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The White Mountains by John Christopher
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The White Mountains (1967)

by John Christopher

Other authors: See the other authors section.

Series: The Tripods (1)

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1,653294,359 (3.93)54
Recently added bycelesteporche, private library, ericmcherry, macnabbs, erceymour
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    Uglies by Scott Westerfeld (KingRat)
    KingRat: The White Mountains contains issues similar to those of Uglies: secret control of a society, "mind control", induction into that society, and rebellion against it while pretending to be a member. There are obvious major differences too. Still, enough similarities in style and substance that I suspect people who enjoy one will enjoy the other.… (more)
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English (28)  Spanish (1)  All languages (29)
Showing 1-5 of 28 (next | show all)
This is a boy's adventure story that was first published nearly 50 years ago in 1967. It is part of a trilogy from 1967-8 that was very popular in England apparently. I had heard of it and wanted to read this and was pleased to come upon a copy recently. The story is set in a future England and France, perhaps a hundred years in the future, after machines called Tripods took over and now rule the earth and mankind. We do not know if the machines were created by man and given artificial intelligence perhaps as part of a war, or not. Or, perhaps more likely they came from an invasion from the stars. Are the machines alive or are they guided by someone or something else? At a young age children are 'capped', roughly at puberty, and a thought control device is implanted onto their heads to subject them to thought control by the Tripods.

This story is about young Will who lives in a small village near Winchester who doesn't want this and runs away with a cousin after his best friend is "capped" and altered. He has been told by a wanderer that to the south in white mountains there are free uncapped humans who live where the Tripods cannot or do not wish to go. This is his journey. There is more to the story of course, and I think I was expecting something better, but this was still entertaining. This is a self contained story but there are a lot of unanswered questions and things we want to know and I look forward to reading the other books in this short series. ( )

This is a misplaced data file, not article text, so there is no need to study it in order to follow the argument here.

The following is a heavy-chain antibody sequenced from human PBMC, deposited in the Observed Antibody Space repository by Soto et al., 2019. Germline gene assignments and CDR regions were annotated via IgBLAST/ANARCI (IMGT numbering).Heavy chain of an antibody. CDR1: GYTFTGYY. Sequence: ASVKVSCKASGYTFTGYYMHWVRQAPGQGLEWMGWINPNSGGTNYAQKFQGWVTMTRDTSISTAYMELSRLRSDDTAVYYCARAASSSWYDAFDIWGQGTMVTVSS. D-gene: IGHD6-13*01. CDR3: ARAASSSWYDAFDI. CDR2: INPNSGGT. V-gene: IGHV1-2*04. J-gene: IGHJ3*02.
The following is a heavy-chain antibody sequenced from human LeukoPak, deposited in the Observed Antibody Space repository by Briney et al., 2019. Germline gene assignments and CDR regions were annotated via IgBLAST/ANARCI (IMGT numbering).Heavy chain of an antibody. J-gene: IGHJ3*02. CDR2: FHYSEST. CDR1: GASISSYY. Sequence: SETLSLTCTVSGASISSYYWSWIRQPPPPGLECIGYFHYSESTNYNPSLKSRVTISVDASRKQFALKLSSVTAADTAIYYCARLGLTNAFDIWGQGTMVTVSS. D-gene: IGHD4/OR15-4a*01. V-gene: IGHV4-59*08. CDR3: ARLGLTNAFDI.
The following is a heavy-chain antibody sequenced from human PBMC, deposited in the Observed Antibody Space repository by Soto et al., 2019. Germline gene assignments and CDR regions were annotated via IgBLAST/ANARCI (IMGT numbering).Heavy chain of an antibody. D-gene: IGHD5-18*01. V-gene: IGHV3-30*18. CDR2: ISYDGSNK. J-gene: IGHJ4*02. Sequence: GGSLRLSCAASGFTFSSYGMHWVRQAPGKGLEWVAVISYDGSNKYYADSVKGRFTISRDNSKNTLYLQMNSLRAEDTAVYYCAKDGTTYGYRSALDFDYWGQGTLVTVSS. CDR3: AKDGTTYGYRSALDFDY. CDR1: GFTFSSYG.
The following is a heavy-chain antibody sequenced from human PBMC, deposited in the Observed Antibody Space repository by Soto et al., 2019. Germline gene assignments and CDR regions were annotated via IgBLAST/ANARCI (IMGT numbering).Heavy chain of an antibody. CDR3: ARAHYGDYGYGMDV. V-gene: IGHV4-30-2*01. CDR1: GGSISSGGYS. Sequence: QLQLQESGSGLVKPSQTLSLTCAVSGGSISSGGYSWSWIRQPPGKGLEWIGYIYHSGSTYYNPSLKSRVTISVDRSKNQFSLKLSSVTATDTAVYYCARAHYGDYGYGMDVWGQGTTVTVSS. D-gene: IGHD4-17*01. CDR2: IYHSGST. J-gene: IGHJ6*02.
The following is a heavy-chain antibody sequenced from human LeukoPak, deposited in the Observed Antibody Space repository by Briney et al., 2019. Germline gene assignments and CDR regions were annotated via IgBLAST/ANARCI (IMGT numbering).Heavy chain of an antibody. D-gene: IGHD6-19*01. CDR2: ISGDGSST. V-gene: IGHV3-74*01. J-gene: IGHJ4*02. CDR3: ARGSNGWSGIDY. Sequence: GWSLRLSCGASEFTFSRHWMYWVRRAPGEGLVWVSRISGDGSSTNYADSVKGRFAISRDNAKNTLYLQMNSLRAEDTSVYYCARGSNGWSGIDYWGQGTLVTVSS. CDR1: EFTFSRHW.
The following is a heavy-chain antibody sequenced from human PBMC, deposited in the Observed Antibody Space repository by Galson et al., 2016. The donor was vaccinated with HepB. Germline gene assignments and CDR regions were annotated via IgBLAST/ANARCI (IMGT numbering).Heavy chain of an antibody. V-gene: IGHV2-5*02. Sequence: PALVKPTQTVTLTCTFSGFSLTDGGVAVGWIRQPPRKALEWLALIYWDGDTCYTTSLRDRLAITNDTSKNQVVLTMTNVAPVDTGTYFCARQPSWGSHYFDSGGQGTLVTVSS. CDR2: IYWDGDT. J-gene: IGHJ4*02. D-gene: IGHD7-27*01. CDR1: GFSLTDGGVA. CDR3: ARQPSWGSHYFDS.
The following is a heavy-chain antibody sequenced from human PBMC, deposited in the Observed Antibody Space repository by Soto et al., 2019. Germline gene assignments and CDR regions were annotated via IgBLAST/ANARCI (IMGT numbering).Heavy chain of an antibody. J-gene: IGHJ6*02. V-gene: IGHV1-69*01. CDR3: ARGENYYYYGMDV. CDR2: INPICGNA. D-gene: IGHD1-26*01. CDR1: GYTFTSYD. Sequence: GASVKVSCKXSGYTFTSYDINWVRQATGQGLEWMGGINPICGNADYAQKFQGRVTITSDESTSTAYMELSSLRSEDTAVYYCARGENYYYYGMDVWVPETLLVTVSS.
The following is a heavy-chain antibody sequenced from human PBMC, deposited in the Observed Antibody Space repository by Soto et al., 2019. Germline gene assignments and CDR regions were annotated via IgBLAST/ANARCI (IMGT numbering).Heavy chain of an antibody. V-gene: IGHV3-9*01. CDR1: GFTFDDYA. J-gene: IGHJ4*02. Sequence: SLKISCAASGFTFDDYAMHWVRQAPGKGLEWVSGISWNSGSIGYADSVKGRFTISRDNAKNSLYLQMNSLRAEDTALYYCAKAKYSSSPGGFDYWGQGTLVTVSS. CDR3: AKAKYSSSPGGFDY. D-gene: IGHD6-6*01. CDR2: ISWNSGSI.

1 vote RBeffa | Sep 20, 2016 |
I read the whole series when I was a kid. I can still picture the racks at Midland Library where I picked them up. I re-read to see what it was I loved about them. I think the idea of escaping from thought control appealed to me as much then as now. It's a short read, it doesn't talk down, and it is very linear. Will have to order the others from Amazon. (Also, good camping read.) ( )
  thukpa | Feb 6, 2016 |
I read the whole series when I was a kid. I can still picture the racks at Midland Library where I picked them up. I re-read to see what it was I loved about them. I think the idea of escaping from thought control appealed to me as much then as now. It's a short read, it doesn't talk down, and it is very linear. Will have to order the others from Amazon. (Also, good camping read.) ( )
  thukpa | Feb 6, 2016 |
I read the whole series when I was a kid. I can still picture the racks at Midland Library where I picked them up. I re-read to see what it was I loved about them. I think the idea of escaping from thought control appealed to me as much then as now. It's a short read, it doesn't talk down, and it is very linear. Will have to order the others from Amazon. (Also, good camping read.) ( )
  thukpa | Feb 5, 2016 |
Tripods are cool, imagine these fearsome engines stomping around your neighborhood. They are not very practical though are they? Three legs don’t seem to be a very stable locomotive arrangement. The aliens came from light years away can they not spring for some aircrafts or something on wheels? At least double the number of legs for God’s sake!

When I first heard of this series I thought it was some kind of unofficial sequel to Wells’ awesome classic [b: The War of the Worlds|497179|The Time Machine/The War of the Worlds|H.G. Wells|https://d.gr-assets.com/books/1357744876s/497179.jpg|1156369]. Well, now I know it is not, but it is still a damn fine ripping yarn. The White Mountains depicts a future where alien overlords have been in charge of our planet for hundreds of years. This is not an origin story so we don’t know what happened when the aliens showed up and how they subjugated the human race. To keep humans docile the aliens weld mind control caps on the adults’ heads. The year when the story takes place is not mentioned, there is even a possibility that the tripods may be man-made rather than aliens. I imagine more will be revealed in subsequent volumes of this Tripods series.